Work

The 10 highest-paying jobs you can get without a college degree all pay more than $79,000

Supervisor doing paperwork while using laptop in warehouse
Morsa Images | DigitalVision | Getty Images

Landing a job that will pay you more than $75,000 a year doesn't require an MBA. In fact in many cases, it doesn't necessarily require a bachelor's degree. 

Forget four-plus years of college studying and thousands in student loans, there are dozens of occupations that reward them workers for skills gained outside the classroom. The key is knowing where to find these roles and how to prepare for them.

CNBC Make It analyzed data from the Bureau of Labor Statistics to find the 10 occupations that pay workers the largest salaries and don't require college coursework, an associate's or a bachelor's degree as a qualification for employment. Of course, that doesn't mean you're done learning after high school. Many of these roles demand extensive on-the-job training, certifications, or licenses.

Each of these top-paying roles will earn a worker more than $79,000 a year — that's double the typical annual earnings of someone with a high school diploma, which is about $37,024 a year, according to the BLS.

If you want to earn into the high five figures without a college degree, consider one of these 10 occupations:

10. Media and communication equipment workers

marrio31 | E+ | Getty Images

Median annual wage: $79,580
Projected job growth through 2026: 8 percent

In-demand in the movie and film industry, these workers install, maintain and repair audio and visual systems in businesses and homes. They also typically train customers in how to use the equipment appropriately.

Breaking into this role requires only a high school diploma, though those with experience in electrical installation and repair or those with a certification in a related field may find it easier to get hired. Workers will need short-term on-the-job training.

9. Power plant operators

Monty Rakusen | Cultura | Getty Images

Median annual wage: $79,610
Projected job growth through 2026: 1 percent

Power plant operators control and maintain the machinery used to generate electricity and distribute power among generators. They must also correct voltage and flows to meet changing consumer demands depending on the time of day.

Becoming a power plant operator typically requires a high school diploma as well as several years of on-site training and experience. You may also need to obtain a certification through the North American Electric Reliability Corporation's System Operator Certification Program, if your work could affect the power grid.

8. Elevator installers and repairers

A repairman working on a controller box for an elevator.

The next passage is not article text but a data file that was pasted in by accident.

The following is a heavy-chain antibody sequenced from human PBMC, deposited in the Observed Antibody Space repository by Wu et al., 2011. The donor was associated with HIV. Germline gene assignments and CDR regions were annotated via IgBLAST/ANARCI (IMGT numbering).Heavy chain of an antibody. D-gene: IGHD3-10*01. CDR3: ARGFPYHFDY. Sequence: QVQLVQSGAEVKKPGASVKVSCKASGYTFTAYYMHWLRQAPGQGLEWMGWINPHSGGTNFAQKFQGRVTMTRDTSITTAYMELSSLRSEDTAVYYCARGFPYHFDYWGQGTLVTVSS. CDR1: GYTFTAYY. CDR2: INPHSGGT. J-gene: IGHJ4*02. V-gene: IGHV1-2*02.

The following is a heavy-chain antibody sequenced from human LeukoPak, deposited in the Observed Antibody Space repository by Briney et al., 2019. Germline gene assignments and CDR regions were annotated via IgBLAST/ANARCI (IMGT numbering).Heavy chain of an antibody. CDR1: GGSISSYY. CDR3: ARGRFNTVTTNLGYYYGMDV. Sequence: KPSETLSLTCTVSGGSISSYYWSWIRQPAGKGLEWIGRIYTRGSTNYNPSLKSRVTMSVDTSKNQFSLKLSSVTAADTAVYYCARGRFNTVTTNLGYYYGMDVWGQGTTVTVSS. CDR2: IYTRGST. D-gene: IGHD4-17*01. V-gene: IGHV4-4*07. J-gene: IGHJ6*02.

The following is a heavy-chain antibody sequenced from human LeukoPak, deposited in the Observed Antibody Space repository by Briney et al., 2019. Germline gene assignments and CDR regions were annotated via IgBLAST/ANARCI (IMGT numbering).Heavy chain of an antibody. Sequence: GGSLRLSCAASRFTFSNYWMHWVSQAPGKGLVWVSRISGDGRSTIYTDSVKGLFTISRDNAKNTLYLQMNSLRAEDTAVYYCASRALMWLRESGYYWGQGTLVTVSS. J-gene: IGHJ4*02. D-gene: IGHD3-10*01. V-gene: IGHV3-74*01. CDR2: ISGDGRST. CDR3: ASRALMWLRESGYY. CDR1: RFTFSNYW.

Jeff Greenberg | Universal Images Group | Getty Images

Median annual wage: $79,780
Projected job growth through 2026: 12 percent

These workers install, fix, and maintain elevators, escalators, moving walkways, chairlifts and other lifts. Elevator repairers typically earn a little more as their job requires a greater knowledge of electronics, hydraulics and electricity than do installers, since a large part of maintenance and repair work is troubleshooting.

Becoming an elevator installer or repairer starts with a four-year apprenticeship program sponsored by a union, industry association or individual contractor. To enter such a program, you'll need a high school diploma. Even after the program, on-going training is required and 35 states, currently, require an installer or repairer to be licensed.

7. Powerhouse, substation, and relay electrical and electronics repairers

Huntstock | Brand X Pictures | Getty Images

Median annual wage: $80,200
Projected job growth through 2026: 4 percent

Also known as powerhouse electricians, relay technicians or power transformer repairers, these workers specialize in inspecting, maintaining and repairing all electrical equipment used in power generating stations, substations and in-service relays.

Becoming one will require a high school diploma, though many employers prefer applicants who have also taken courses in electronics at a community college or technical school. In addition to such schooling demands, workers in this field usually start their career as an electrician in order to gain the experience needed for this role.

6. Detectives and criminal investigators

Long Beach police homicide detective examines the clothes of a teenager who was shot and killed.
MediaNews Group/Orange County Register via Getty Images | Digital First Media | Getty Images